The Czech Republic has agreed in principle to host a U.S. radar facility that will be part of a planned European missile shield, and significant progress has been made on negotiations to place interceptor missiles in Poland, U.S. and European government officials said here March 31
The so-called European missile defense site is intended to protect the United States and its European allies against missiles launched from Iran.
The plan has drawn strong criticism and threats from the Russian government, which sees the proposed site as a threat to its national security.
If both agreements can be finalized this year, site construction can begin in late 2009 and 10
interceptors can be fully installed by 2013, the U.S. Missile Defense Agency says.
John Rood, the U.S. State Department’s undersecretary for arms control and international security
, said the Czech agreement
likely will be secured
very soon and a Polish deal is not far behind.
“We stand on the cusp of completing these negotiations [with the Czech Republic], and I’m hopeful with a burst of action over the next few days we can complete those discussions,” Rood
said in a speech at the American Institute of Aeronautics and Astronautics’ 6th annual U.S. Missile Defense Conference
“I am also optimistic we can successfully complete negotiations with Poland. Although there are still some important issues to be resolved in that negotiation, I don’t see any insurmountable obstacles.”
In anticipation that agreements ultimately would be reached, the
State Department in
May 2007 began
discussions with Poland and the Czech Republic on
a wide variety of issues associated with placing U.S. military facilities in those countries
, Rood said.
How the facilities will operate,
command and control arrangements, and the integration of U.S. and European forces
among the issues being
hammered out, Rood said.
Poland and the Czech Republic have understandable concerns about
good progress has been made on a variety of issues, Rood said.
Petr Kolar, the Czech Republic’s U.S. ambassador,
also expressed confidence
the deal would be completed.
“The main agreement is going t
o be signed pretty soon. If I am correct we are now only looking for the best place to sign it, the best people to sign it, and the best occasion,” Kolar said. “There was some small issue related to the environment, and it’s probably going to be solved if it’s not solved already.”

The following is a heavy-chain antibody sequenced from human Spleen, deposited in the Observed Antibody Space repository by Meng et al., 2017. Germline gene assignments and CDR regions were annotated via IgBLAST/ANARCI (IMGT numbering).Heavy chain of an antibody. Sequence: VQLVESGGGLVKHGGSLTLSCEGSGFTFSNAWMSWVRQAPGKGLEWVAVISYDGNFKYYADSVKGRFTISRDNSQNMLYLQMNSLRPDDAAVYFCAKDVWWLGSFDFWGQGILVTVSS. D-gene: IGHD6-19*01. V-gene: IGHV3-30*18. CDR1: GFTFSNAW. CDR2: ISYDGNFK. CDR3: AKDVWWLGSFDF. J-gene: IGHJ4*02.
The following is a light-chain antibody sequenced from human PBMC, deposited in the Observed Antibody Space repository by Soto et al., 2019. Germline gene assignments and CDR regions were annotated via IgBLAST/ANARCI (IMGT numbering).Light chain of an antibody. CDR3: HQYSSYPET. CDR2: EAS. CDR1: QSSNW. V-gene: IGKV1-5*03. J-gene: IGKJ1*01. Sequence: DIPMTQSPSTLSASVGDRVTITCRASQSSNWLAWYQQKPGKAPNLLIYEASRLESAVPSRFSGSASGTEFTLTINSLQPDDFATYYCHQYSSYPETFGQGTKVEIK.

Kolar stressed the importance of the Czech Republic’s strategic relationship with the United States, calling America
the Czechs’ most important ally. He said many NATO allies had serious concerns about the missile shield being the start of a new Cold War, but those concerns largely have evaporated
over the past year.
“It’s a defensive system, and that’s why the Czech Republic is taking our negotiations with the United States very seriously,” Kolar said. “We want to defend ourselves; we don’t want to attack anyone.”
Kolar said 70 percent of the Czech people are opposed to hosting the radar site because they are not convinced it is needed. But if the government can work to better explain the issues, he said, the public will
nderstand the site is the best way forward for the nation’s security.
Compounding the public’s uncertainty are political opposition leaders who do not believe Iran is a real threat, he said.
“They call [Iran] a paper tiger,” Kolar said. “The problem is some of the documents that are proving the Iran threats are real are classified. So it’s hard to provide this information to opposition leaders who are not entitled to read classified documents.”
Wojceiech Fiera, Poland’s U.S. ambassador, said the missile shield offers a unique opportunity to further develop his country’s
strategic partnership with the United States.
“Polish-U.S. cooperation should make our security mutually dependent for decades to come, and this is why, for Poland, it is so important,” Fiera said.
Rood also was upbeat about the prospects for
allaying Russian concerns over the missile shield
The United States has offered Russia
to cooperate on missile defense, but Moscow has
not responded positively, he said. However, Russian President Vladimir Putin recently called ideas put forth by the United States useful, serious and important, Rood noted
“While it would be, I think, unrealistic for Russia to endorse the U.S. missile defense efforts, we are hopeful that Russia’s concerns will be mitigated or largely allayed and we can put this area of dispute behind us,” Rood said.